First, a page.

For quite a while I have been wishing for an event where I would have the opportunity to spend a day with the many friends and readers I have been blessed with through my 30 years as an outdoors writer; a place where we could spend time together telling tales and reminiscing a bit about the past and make plans for new outdoor adventures.
While sting on a deer stand a couple of months ago, my mind wandered to the annual mountain man Rendezvous that occurred back in the height of the fur trappers day in the early 1800’s. Wouldn’t it be fun to have a ‘modern day’ rendezvous held during the winter in an outdoor setting? An event where I could prepare a bunch of ‘vittles’ over an open fire and offer guests barbeque, freshly caught fish, Dutch kettle cobbler, etc. YES! This would a fun day and when I mentioned it to a couple of good friends, they were all in.
Randy Koon, who owns Henley Auto Supply and the adjacent 4 wooded acres in Greenville offered his place for the event. Frindlee, a well know personality that hosts his weekly podcasts on Facebook called “Frindlee Live and Frindlee News’ as well as Frindlee Radio that streams on the internet in real time offered to serve as Master of Ceremonies helped organize the event.
Preparations for this outdoor event slowly took place and last Saturday, I had my truck loaded with Dutch Kettles, a big cooler full of barbequed pork, the makings of a big blackberry cobbler, campfire grill and countless other items necessary to put on a ‘feed’ for a good number of people. My buddy Bill Carey with Striper on lake Texoma showed up with an ice cooler filled with freshly caught striper fillets. Jeff Rice and his wife Demi were on hand with all sorts of side dishes. Billy Kilpatrick, the well known retired crappie guide from Lake Lavon arrived with a big container of his famous ‘camp beans’. I soon had the campfire burning and a good bed of coals ready to supply heat to the Dutch kettles and cast iron skillets. By the appointed 10 a.m. opener, vendors with booths marketing everything from guided fishing trips to homemade wooden Christmas ornaments were ready to kick the day off.
I had my old enamel 20 cup coffee pot heating over the coals and folks began trickling by my ‘camp’ to talk about the outdoors with me. Several had stories about articles I had written decades ago about them and other simply wanted to put a name with a face. One older gentleman wearing suspenders and walking on a cane ambled up to me and shook hands, “Luke, you don’t look anything like I pictured you,” says he. I replied with something like, “Well who did you expect sir, Jeremiah Johnson? We both had a big laugh. Most were impressed at the flavor of my ‘camp coffee’. Many had never tasted coffee cooked over a campfire that was actually ‘boiled’ and not ‘perked’ in a modern coffee pot. I pointed out the fact that making camp coffee was very easy and it has much less acid that modern day brewing methods. Simply get the water boiling and toss in a handful or two (depending up on desired strength) of ground coffee. Let it boil for about 30 seconds and remove the pot from heat. Let it ‘steep’ about 5 minutes and then pour in a little cold water to settle the grounds. A little sugar tossed into the pot goes well with this strong coffee.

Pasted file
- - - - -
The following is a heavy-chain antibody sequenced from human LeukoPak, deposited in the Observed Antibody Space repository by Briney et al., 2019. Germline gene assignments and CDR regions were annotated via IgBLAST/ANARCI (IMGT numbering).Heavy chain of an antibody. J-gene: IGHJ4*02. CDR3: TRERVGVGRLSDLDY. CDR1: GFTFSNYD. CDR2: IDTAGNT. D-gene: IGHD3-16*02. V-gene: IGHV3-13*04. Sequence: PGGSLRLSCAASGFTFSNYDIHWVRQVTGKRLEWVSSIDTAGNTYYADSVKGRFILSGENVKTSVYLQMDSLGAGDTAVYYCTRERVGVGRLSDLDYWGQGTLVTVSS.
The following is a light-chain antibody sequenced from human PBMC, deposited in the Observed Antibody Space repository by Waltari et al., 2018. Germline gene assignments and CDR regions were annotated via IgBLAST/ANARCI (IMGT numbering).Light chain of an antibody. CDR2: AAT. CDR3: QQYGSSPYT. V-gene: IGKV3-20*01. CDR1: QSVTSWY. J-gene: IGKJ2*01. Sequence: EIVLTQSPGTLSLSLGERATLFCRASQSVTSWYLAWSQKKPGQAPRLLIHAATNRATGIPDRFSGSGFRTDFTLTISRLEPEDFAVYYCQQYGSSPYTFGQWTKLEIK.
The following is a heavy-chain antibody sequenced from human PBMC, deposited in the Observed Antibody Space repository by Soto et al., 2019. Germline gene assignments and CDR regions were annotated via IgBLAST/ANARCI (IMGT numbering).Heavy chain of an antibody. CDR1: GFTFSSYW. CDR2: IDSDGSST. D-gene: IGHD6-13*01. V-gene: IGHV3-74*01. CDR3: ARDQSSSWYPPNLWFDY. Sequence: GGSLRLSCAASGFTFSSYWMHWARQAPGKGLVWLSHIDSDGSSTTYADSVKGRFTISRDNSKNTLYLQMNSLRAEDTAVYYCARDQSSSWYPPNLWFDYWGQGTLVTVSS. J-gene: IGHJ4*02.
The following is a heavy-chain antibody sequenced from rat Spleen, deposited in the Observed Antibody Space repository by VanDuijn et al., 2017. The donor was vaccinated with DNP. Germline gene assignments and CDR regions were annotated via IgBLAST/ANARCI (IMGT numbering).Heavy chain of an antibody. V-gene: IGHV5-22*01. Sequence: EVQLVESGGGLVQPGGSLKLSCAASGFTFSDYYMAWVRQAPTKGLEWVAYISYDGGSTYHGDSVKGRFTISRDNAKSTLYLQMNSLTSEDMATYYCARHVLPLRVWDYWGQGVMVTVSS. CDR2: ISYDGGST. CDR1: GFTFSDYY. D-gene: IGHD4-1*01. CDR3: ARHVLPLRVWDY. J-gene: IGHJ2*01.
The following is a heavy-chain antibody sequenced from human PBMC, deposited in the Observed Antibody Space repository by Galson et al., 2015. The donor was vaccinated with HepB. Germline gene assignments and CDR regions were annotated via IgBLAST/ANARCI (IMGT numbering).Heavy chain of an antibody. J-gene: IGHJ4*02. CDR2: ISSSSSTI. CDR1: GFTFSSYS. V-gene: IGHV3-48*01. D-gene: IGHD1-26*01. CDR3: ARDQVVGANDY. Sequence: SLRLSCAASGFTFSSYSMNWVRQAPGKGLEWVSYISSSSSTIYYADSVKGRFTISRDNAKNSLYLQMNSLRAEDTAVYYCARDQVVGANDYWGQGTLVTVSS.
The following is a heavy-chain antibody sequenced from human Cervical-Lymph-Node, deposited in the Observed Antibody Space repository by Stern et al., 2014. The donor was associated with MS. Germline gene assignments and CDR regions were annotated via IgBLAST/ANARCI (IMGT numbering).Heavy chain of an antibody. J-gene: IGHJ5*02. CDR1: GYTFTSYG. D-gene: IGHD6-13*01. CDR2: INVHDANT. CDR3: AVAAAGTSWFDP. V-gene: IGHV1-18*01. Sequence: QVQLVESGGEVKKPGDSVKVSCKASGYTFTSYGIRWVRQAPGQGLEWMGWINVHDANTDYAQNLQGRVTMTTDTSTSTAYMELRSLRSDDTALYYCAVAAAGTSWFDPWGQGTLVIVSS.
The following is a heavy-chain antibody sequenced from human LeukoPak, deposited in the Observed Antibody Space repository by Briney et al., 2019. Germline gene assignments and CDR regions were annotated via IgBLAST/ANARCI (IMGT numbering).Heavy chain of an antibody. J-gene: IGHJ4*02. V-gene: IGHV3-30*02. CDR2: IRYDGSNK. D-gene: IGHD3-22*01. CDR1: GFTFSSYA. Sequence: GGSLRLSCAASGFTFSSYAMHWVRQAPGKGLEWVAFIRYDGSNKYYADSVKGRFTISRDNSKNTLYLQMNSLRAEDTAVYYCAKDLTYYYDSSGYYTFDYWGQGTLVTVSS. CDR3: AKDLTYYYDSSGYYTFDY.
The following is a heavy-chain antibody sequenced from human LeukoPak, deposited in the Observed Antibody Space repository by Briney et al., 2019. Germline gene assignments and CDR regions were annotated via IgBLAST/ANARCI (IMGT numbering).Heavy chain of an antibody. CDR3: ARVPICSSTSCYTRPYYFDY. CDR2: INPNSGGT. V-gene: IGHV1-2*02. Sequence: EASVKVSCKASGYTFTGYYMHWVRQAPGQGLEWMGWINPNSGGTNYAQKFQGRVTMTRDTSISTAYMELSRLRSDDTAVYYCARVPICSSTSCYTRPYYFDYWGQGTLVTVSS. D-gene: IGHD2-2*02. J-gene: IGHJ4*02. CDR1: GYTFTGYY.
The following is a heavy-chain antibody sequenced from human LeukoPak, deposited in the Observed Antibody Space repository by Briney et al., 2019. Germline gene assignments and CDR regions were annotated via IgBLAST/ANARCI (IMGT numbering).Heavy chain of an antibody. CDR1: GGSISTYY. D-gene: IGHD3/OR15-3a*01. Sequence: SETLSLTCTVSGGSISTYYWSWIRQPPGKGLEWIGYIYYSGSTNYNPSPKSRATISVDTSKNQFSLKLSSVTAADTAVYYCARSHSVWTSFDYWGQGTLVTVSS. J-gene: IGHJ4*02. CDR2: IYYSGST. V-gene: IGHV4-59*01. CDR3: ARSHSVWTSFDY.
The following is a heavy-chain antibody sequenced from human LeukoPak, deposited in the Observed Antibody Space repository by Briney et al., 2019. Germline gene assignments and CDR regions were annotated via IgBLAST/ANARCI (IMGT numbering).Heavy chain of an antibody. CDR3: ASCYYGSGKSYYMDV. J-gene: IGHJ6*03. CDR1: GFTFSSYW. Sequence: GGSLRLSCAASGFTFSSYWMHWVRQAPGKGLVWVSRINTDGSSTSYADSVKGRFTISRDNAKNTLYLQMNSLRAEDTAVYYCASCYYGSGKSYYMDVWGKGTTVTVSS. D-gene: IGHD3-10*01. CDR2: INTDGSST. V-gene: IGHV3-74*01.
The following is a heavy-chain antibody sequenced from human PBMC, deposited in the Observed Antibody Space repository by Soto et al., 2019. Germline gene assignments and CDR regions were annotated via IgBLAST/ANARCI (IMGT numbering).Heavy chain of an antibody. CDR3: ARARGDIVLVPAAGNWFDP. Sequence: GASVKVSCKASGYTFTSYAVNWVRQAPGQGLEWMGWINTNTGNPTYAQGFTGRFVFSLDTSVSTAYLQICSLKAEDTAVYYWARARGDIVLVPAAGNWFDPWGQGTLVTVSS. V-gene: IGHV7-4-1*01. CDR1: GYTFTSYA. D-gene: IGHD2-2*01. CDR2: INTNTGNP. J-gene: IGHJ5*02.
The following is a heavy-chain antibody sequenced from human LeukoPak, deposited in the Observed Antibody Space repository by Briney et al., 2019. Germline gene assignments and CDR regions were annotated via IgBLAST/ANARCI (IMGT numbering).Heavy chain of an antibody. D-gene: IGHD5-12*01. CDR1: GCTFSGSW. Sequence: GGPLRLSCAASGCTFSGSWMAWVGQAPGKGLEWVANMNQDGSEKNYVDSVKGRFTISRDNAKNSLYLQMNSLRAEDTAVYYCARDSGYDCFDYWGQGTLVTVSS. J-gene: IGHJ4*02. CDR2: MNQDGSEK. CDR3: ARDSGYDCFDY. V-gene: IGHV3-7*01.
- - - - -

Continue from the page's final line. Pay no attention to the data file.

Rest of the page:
Thanks to music supplied by some expert local musicians, we were kept entertained throughout the event. I even saw some folks ‘sliding across the dance floor’ on the asphalt pavement adjacent our ‘camp’. A real highlight to the event for me was when I was presented with a copy of one of the first newspaper outdoor columns I penned way back in 1989. I might hold some sort of writing ‘first’ when it comes to columns. I’ve been writing this outdoor column that you read here each week, without interruption, for almost 31 years. During the course of the day, I had several hunting and fishing guides remind me of when I fished or hunted with ‘back in the day’. Yes, they appeared a bit longer in the tooth than when I spent time with them years ago but I’m positive I didn’t look like the budding young outdoors writer I once was either! The great thing is the fact that most of them are still enjoying, as am I, spending time in the great outdoors that has brought us all so much joy through the years. I even had the opportunity to meet a friend that I have written about and given reports from for years, Mr. Allan Ballard who guides up on Pat Mayse Lake. Allan and I had never met fact to fact until this event but we vowed to spent time together fishing his home waters soon.
I’m not sure where the art of writing about the outdoors will be thirty years from now. I know for a fact that you won’t be reading Ole’ Luke’s take on hunting and fishing then but I’m betting as longs as there are woods and waters and wild places, there will be those that love to share their experiences via the written word.
This day spent with a great number of fellow lovers of the outdoors served to inspire me and let me know that the words I write are appreciated and in this publication, eagerly awaited each week by many. I have no intentions of slowing down and continue to keep doing what I do for the foreseeable future, well maybe not 30 years longer but at least ten!
Thanks for allowing me to divert a bit this week from my normal ‘hook and bullet’ writing. I’ll be back next week telling you about a great fishing destination or possibly a spot where hog hunting is ‘off the chain’.
Contact Luke with outdoor news from your area via his website www.catfishradio.org.